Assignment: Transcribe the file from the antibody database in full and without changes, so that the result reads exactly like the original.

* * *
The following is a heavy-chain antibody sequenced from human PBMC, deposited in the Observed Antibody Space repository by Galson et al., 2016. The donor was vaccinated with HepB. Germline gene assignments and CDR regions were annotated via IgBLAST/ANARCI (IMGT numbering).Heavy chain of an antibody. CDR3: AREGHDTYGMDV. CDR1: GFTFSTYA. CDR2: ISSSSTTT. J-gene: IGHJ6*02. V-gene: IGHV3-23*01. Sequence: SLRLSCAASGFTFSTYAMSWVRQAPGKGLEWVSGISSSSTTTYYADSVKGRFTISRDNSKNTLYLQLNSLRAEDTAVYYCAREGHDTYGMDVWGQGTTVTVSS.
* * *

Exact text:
The following is a heavy-chain antibody sequenced from human PBMC, deposited in the Observed Antibody Space repository by Galson et al., 2016. The donor was vaccinated with HepB. Germline gene assignments and CDR regions were annotated via IgBLAST/ANARCI (IMGT numbering).Heavy chain of an antibody. CDR3: AREGHDTYGMDV. CDR1: GFTFSTYA. CDR2: ISSSSTTT. J-gene: IGHJ6*02. V-gene: IGHV3-23*01. Sequence: SLRLSCAASGFTFSTYAMSWVRQAPGKGLEWVSGISSSSTTTYYADSVKGRFTISRDNSKNTLYLQLNSLRAEDTAVYYCAREGHDTYGMDVWGQGTTVTVSS.